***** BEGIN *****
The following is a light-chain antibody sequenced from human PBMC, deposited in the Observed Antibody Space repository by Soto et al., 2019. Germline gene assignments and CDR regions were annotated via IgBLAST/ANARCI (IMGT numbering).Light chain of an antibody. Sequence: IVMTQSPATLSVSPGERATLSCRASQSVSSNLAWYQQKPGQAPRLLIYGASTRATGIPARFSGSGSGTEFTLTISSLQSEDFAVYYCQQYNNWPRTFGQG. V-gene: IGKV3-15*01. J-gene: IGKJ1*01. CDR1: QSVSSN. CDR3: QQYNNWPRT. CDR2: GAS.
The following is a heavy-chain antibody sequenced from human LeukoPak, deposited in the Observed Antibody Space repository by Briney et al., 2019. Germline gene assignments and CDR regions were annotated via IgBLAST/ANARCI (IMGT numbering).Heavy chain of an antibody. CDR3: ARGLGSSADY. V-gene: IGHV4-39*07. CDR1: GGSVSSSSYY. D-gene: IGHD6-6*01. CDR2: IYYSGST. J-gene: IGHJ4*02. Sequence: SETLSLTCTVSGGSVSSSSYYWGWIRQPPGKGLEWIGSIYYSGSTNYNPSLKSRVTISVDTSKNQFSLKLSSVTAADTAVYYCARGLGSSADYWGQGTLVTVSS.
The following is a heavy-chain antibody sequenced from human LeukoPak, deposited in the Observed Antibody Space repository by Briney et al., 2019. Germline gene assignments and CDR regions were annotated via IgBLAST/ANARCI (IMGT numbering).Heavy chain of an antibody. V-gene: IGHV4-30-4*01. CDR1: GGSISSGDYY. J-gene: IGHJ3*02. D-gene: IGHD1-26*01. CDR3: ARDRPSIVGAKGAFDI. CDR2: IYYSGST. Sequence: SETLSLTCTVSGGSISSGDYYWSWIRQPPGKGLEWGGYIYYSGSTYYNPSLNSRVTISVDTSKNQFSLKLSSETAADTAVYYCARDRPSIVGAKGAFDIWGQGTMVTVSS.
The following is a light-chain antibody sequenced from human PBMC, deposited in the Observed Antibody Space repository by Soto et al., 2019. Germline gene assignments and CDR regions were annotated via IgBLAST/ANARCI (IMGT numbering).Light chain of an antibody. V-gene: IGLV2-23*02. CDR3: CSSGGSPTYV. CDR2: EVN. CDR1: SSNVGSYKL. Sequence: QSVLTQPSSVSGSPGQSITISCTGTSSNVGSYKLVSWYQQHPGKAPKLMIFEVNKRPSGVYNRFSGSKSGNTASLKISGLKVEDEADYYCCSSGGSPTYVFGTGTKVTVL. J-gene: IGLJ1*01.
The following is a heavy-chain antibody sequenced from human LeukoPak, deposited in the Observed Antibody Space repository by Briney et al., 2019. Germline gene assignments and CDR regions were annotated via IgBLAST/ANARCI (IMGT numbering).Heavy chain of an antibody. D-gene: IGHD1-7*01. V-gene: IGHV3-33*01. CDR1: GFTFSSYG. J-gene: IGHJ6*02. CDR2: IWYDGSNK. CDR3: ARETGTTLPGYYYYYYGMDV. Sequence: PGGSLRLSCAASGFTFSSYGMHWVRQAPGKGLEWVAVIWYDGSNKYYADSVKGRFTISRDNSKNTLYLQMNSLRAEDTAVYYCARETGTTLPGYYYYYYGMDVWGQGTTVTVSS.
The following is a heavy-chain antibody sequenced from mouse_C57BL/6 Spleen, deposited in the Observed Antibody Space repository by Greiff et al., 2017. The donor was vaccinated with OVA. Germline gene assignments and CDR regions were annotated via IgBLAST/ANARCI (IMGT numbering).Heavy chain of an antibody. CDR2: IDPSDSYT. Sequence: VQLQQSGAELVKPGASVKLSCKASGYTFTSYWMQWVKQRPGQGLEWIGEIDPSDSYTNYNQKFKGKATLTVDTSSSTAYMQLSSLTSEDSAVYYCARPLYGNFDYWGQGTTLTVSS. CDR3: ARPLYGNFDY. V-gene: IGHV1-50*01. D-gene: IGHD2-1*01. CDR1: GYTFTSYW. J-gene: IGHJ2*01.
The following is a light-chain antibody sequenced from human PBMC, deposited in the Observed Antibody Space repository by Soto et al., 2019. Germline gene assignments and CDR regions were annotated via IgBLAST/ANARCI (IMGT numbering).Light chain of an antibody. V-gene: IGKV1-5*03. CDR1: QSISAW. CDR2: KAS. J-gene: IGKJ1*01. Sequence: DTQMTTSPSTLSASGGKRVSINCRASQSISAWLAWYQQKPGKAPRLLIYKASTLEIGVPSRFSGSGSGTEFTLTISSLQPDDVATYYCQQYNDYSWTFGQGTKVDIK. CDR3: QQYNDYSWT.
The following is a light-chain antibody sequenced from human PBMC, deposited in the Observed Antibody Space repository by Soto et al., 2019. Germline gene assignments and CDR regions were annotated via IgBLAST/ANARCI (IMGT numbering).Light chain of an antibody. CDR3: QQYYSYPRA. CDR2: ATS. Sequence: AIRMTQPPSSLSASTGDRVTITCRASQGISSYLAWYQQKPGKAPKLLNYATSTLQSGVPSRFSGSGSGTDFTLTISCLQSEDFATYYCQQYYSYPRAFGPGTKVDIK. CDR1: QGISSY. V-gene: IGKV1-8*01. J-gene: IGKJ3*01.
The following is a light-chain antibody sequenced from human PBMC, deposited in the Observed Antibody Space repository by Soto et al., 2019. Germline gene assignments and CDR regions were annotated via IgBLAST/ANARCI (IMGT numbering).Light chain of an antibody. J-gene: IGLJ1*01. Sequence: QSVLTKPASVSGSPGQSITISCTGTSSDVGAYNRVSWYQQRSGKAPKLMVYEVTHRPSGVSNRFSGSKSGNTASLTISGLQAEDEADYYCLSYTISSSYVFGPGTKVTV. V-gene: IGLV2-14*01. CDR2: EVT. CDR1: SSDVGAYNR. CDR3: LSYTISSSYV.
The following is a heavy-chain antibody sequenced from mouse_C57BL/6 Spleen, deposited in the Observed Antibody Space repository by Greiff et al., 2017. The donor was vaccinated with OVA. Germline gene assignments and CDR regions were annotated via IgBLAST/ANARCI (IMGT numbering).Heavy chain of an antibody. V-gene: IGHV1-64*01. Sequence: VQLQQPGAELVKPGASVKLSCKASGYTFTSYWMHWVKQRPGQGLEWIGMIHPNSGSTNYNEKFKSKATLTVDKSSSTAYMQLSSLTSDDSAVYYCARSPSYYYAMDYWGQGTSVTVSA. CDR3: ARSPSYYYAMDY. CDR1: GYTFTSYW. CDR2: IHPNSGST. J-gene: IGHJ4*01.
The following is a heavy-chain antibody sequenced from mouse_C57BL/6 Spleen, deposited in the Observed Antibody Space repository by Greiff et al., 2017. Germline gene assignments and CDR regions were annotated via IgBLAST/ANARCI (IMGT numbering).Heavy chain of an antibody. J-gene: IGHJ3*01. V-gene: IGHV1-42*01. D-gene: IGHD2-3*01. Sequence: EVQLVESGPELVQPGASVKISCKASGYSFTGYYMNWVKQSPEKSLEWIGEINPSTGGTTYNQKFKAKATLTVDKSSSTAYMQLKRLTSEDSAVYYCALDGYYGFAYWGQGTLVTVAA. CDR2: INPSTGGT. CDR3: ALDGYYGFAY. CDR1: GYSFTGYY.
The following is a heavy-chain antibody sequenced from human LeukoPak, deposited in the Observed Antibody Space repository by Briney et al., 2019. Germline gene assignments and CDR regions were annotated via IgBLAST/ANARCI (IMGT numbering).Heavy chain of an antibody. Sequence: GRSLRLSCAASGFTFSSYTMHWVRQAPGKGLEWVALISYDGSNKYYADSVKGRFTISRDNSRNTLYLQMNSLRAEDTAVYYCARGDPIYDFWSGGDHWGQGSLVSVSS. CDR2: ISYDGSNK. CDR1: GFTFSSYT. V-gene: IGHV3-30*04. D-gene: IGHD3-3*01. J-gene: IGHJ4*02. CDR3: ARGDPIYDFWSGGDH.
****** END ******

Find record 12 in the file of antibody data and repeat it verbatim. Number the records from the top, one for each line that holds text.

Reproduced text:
The following is a heavy-chain antibody sequenced from human LeukoPak, deposited in the Observed Antibody Space repository by Briney et al., 2019. Germline gene assignments and CDR regions were annotated via IgBLAST/ANARCI (IMGT numbering).Heavy chain of an antibody. Sequence: GRSLRLSCAASGFTFSSYTMHWVRQAPGKGLEWVALISYDGSNKYYADSVKGRFTISRDNSRNTLYLQMNSLRAEDTAVYYCARGDPIYDFWSGGDHWGQGSLVSVSS. CDR2: ISYDGSNK. CDR1: GFTFSSYT. V-gene: IGHV3-30*04. D-gene: IGHD3-3*01. J-gene: IGHJ4*02. CDR3: ARGDPIYDFWSGGDH.